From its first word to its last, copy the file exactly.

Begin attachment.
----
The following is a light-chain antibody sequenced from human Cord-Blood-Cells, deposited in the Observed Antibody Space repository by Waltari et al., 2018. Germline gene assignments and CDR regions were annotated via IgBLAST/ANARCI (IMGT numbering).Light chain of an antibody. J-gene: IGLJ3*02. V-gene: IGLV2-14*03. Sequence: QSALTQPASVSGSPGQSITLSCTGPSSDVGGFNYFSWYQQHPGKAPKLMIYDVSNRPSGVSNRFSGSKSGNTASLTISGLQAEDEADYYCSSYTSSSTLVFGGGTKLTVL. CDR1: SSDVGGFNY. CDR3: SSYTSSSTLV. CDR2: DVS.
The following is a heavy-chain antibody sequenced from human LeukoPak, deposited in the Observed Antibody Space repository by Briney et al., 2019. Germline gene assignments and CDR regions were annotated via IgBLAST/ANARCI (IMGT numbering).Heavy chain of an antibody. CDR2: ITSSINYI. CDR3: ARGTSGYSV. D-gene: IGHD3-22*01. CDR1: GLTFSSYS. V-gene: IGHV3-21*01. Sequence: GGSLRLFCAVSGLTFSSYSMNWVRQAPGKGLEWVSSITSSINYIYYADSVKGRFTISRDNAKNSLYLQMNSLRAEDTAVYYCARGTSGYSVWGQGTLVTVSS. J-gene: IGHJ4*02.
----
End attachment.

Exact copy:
The following is a light-chain antibody sequenced from human Cord-Blood-Cells, deposited in the Observed Antibody Space repository by Waltari et al., 2018. Germline gene assignments and CDR regions were annotated via IgBLAST/ANARCI (IMGT numbering).Light chain of an antibody. J-gene: IGLJ3*02. V-gene: IGLV2-14*03. Sequence: QSALTQPASVSGSPGQSITLSCTGPSSDVGGFNYFSWYQQHPGKAPKLMIYDVSNRPSGVSNRFSGSKSGNTASLTISGLQAEDEADYYCSSYTSSSTLVFGGGTKLTVL. CDR1: SSDVGGFNY. CDR3: SSYTSSSTLV. CDR2: DVS.
The following is a heavy-chain antibody sequenced from human LeukoPak, deposited in the Observed Antibody Space repository by Briney et al., 2019. Germline gene assignments and CDR regions were annotated via IgBLAST/ANARCI (IMGT numbering).Heavy chain of an antibody. CDR2: ITSSINYI. CDR3: ARGTSGYSV. D-gene: IGHD3-22*01. CDR1: GLTFSSYS. V-gene: IGHV3-21*01. Sequence: GGSLRLFCAVSGLTFSSYSMNWVRQAPGKGLEWVSSITSSINYIYYADSVKGRFTISRDNAKNSLYLQMNSLRAEDTAVYYCARGTSGYSVWGQGTLVTVSS. J-gene: IGHJ4*02.